It’s far too early for the Philadelphia 76ers to give up on Zhaire Smith.
This season has made one thing abundantly clear — Zhaire Smith needs time. The Philadelphia 76ers‘ 2018 first-round pick has appeared in 13 NBA games up to this point in his career. There is naturally some uncertainty about Smith’s long-term outlook as a result.
It’s never ideal to have a near-lottery pick spend most of his first two seasons injured or in the G-League. Smith was a prospect of relative acclaim, and many draftniks fell in love with his ceiling. There was always work to be done, however, and the Sixers have rightfully taken a slow and measured approach to Smith’s development.
At 6-foot-4, Smith is truly a one-percent athlete. His knees are fundamentally similar to trampolines, and his lateral quickness is enough to make any defensive coach salivate. His ceiling is tied directly to that athleticism, and Smith has had little issue making functional use of his physical gifts on the basketball court.
In his very limited NBA minutes, Smith has showcased great potential as an on-ball defender. While the Sixers have upgraded their perimeter defense since drafting Smith — Ben Simmons, Josh Richardson, Matisse Thybulle — there is still value in elite point-of-attack defenders. Smith can reach that level in due time.
Smith doesn’t have elite versatility due to his short stature, but a 6-foot-10 wingspan and his aforementioned athletic prowess allow Smith to play bigger than his height. He can swoop in for weak-side blocks, aptly contain small forwards, and play free safety when afforded the opportunity.
The Sixers should wait on Smith for his defensive potential alone. Philadelphia needs offense more than defense at the moment, sure, but with Smith, his athletic tools are of a genuinely special variety. He has a chance to add to Philadelphia’s already world-class defensive core.
Where Smith has always needed to most time is offense. He can use his athleticism to finish efficiently at the rim, either as a cutter or a straight-line driver, but Smith’s skill set is otherwise unpolished.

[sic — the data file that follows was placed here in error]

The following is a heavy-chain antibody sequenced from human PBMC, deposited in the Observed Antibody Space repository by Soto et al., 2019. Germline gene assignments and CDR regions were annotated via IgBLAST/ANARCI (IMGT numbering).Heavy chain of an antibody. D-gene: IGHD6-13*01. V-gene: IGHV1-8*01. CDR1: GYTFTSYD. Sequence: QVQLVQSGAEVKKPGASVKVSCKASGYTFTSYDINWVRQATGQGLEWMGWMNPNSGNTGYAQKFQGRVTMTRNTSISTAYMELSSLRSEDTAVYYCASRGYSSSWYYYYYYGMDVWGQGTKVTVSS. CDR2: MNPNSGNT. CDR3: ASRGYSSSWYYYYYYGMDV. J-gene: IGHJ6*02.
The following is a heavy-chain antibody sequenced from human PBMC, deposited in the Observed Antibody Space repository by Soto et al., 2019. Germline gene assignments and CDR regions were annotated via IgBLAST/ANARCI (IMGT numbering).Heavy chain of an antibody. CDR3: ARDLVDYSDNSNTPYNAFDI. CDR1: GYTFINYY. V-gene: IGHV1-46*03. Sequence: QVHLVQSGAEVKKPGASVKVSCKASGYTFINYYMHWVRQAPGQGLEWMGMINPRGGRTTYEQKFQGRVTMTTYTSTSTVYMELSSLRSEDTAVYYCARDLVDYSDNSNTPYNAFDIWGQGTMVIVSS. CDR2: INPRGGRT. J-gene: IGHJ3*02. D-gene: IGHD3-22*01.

In the 2019 Summer League, Smith unleashed a few new dribble moves — very much a positive sign. He has managed to hit the occasional pull-up jumper in the G-League as well, which is a definite sign of improvement.
Smith’s ball-handling skills are rudimentary at best, but it’s a clear focus of the Sixers’ development program. Smith has the first step and the acceleration to torch opposing defenders on the perimeter. If he can gain some level of consistent control over his handle, a major leap is inevitable.
Another important aspect of Smith’s development is his three-point shot. The Sixers have more than enough questionable shooters on the roster. Smith will need to consistently hit spot-up threes in order to compete for a spot in Brett Brown’s rotation.
Through 28 games in the G-League this season, Smith has shot a cozy 37.6 percent on 4.2 attempts per game. Both numbers — success rate and volume — mark immensely promising growth. Smith’s work ethic and early signs of improvement are grounds for optimism. He is getting better.
While Smith presently lacks the tool kit to contribute to a contender, his combination of athleticism, physical tools, and work ethic all indicate a potential to contribute in the future — perhaps sooner than later.
The Sixers need to cultivate cheap, young talent to complement an expensive core. Even if it takes more time than initially planned, Smith is the type of prospect you bank on. He has the potential of a top-10 pick, his core skills are valuable in the modern NBA landscape, and he has shown an unwavering desire to improve despite a laundry list of obstacles (one of which was a life-threatening allergic reaction).
Smith has done everything necessary to maintain the Sixers’ support, and there is no reason to prematurely end that support. Alec Burks, Glenn Robinson and Raul Neto are all but gone next offseason. There is potentially a void for Smith to fill.
The G-League has given Smith the unique opportunity to get reps in a role much larger than his projected NBA role. He has therefore been able to work on his peripheral skills — ball-handling, shooting, etc. — in an environment conducive to growth.
Philadelphia did not need Smith this season. There’s no reason to have him rot on the bench when he can instead get real-game experience in the G-League. Next season, when a greater need arises, don’t be surprised to see Smith elevated to a higher significance within the organization.